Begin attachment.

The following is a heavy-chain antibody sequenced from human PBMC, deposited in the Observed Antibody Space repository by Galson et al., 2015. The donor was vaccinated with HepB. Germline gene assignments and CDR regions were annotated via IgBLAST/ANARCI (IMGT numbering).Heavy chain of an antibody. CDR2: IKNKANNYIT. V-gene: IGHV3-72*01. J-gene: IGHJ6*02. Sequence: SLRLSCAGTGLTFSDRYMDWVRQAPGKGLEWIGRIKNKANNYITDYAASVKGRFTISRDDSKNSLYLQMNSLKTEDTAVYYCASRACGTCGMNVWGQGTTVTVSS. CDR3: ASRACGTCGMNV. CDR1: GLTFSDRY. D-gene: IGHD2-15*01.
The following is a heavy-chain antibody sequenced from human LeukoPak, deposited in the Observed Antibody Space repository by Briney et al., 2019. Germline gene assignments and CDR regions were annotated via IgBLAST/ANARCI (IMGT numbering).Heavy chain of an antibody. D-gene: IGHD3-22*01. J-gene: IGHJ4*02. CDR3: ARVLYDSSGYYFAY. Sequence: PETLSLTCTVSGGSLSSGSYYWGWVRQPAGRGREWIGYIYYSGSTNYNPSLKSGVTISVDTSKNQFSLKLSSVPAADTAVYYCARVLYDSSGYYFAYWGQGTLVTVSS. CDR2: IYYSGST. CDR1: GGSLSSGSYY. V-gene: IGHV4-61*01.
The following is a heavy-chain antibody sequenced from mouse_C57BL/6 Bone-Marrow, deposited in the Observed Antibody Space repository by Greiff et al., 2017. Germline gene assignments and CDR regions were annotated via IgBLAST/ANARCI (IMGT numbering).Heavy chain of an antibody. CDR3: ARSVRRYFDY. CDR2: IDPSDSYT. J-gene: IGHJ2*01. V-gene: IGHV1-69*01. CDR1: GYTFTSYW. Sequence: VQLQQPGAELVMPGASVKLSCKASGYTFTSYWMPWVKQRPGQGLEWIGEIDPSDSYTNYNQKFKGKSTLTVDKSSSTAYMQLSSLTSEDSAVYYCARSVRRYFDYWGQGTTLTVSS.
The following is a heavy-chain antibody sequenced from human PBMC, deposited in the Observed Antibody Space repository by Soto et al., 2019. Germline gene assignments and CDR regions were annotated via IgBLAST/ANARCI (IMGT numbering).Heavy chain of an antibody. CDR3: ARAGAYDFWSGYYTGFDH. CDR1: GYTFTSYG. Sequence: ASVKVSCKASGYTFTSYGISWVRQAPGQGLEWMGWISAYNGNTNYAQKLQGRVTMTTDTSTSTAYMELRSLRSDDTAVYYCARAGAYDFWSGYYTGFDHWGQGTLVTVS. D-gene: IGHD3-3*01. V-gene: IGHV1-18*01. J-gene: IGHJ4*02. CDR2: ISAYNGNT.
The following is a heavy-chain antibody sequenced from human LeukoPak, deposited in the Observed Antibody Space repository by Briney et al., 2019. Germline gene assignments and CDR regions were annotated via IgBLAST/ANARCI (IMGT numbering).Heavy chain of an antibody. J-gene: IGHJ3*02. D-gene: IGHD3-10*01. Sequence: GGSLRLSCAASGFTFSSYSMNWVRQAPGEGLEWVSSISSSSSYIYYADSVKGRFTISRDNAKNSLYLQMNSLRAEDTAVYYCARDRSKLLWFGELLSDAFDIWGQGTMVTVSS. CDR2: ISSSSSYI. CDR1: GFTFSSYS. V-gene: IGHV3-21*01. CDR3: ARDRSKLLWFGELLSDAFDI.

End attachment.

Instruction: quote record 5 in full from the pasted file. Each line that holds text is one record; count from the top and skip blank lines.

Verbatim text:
The following is a heavy-chain antibody sequenced from human LeukoPak, deposited in the Observed Antibody Space repository by Briney et al., 2019. Germline gene assignments and CDR regions were annotated via IgBLAST/ANARCI (IMGT numbering).Heavy chain of an antibody. J-gene: IGHJ3*02. D-gene: IGHD3-10*01. Sequence: GGSLRLSCAASGFTFSSYSMNWVRQAPGEGLEWVSSISSSSSYIYYADSVKGRFTISRDNAKNSLYLQMNSLRAEDTAVYYCARDRSKLLWFGELLSDAFDIWGQGTMVTVSS. CDR2: ISSSSSYI. CDR1: GFTFSSYS. V-gene: IGHV3-21*01. CDR3: ARDRSKLLWFGELLSDAFDI.